Volume 80, Number 35 | January 27 - February 2, 2011
West and East Village, Chelsea, Soho, Noho, Little Italy, Chinatown and Lower East Side, Since 1933
Letters to the Editor
Time for progress at SPURA!
To The Editor:
Re “Time for justice at Seward Park Urban Renewal Area” (talking point, by Joel Feingold, Jan. 20):
The saga of the Seward Park Urban Renewal Area has come to a climax with Community Board 3 voting this Monday night on guidelines for a mixed-use development that would replace dilapidated parking lots with multi-income housing, retail properties, green spaces, cultural/educational institutions and more. The future of SPURA impacts everyone on the Lower East Side. As a Grand St. resident and founder of SHARE (Sustainable Housing and Retail Expansion), I believe the guidelines will prove most beneficial to our neighborhood and therefore warrant the community’s support.
The empty SPURA sites were once a community of diverse residents and shops. The guidelines envision a future where an active neighborhood exists once again. However, some are opposing the development guidelines for allocating half of the housing for affordable units by invoking images of failed public housing projects. This concept is not what the guidelines propose. Housing for low-, moderate- and middle-income levels is included, reminiscent of the multi-income residents that make up the Grand St. co-ops — plus, a full 50 percent allocation for market-rate units. Also, the way affordable housing is built today is vastly different from how it was built years ago. Nowadays, developers take advantage of tax benefits to erect “80/20” buildings, a co-existing mix of 80 percent market-rate and 20 percent affordable units, which would be the template for a SPURA development.
We should note that while a 50 percent affordable housing allocation is too little for some residents, for others who see the neighborhood as already containing significant amounts of affordable housing, this number is too high. The debate over how much affordable housing should be built on SPURA has been argued for decades now. If we want to continue this argument for decades more, that is an option. But it will not do anything to address the real and varied needs of our community in the near term, and will definitely cause everyone to lose out for the foreseeable future. The current mix of housing is fair to all parties and politically realistic. Let’s not make the perfect the enemy of the good.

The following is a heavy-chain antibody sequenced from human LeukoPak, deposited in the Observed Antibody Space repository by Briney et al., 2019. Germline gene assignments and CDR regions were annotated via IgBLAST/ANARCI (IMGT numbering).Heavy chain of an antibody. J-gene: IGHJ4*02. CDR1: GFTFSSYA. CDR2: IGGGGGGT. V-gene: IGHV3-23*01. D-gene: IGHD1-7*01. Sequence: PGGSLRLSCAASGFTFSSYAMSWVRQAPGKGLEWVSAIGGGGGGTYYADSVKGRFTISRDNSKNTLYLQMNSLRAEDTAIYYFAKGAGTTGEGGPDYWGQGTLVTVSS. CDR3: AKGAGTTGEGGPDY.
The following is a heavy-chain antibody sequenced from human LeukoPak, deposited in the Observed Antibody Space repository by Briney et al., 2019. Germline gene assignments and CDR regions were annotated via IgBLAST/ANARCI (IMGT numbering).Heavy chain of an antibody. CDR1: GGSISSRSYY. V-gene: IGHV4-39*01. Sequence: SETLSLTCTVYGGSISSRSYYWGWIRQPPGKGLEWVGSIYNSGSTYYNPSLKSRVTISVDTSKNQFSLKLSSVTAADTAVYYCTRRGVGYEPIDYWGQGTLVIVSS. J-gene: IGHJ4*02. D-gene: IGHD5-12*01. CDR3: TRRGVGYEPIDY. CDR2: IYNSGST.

Some have argued that selling the SPURA lots at anything less than market value is reason alone to oppose the guidelines. However, the SPURA sites adjacent to Grand St. are owned by the Department of Housing, Preservation and Development, whose mission is to build housing, not maximize income from city-owned property. The city’s overall goal would realize enormous economic benefits for the city and the Lower East Side in the long term from taxes collected on the creation of new jobs and housing.
Why, as some suggest, would we want to sell this land for maximum profit and build housing in the outer boroughs when that money and infrastructure can be invested right here in our neighborhood? Also worth noting are studies that have demonstrated how mixed-income developments like the one proposed on SPURA have a neutral-to-positive effect on nearby property values.
We should feel satisfied that the process of arriving at these guidelines included community input every step of the way. The wants and needs of our diverse community were considered in the formation of these balanced and sensible guidelines, and we will continue to have a hand in influencing the design and character of SPURA as this process unfolds. If the option existed to simply sell the SPURA land to the highest bidder, do we really think that the developer would consider the community’s input in such a meaningful way?
The opportunity to finally develop SPURA means the Lower East Side will gain vibrant, new neighborhood assets for all to use, rather than us having to endure more years of blighted lots. Just as the Grand St. co-ops themselves advanced a 19th-century neighborhood into the 20th century, so too can a dynamic SPURA development bring the Lower East Side into the 21st century and create a more prosperous future for all of our residents.
Leitner is founder, SHARE (Sustainable Housing and Retail Expansion)
To The Editor:
Re “Mendez’s asthma-free act is law” (Your Health article, Jan. 20):
Congrats to the councilwoman! I used to live in Greenwich Village, and I hope that this kind of legislation takes hold all over the country. These types of places are why childhood asthma is so prevalent in the U.S., and shady landlords are definitely part of the problem.
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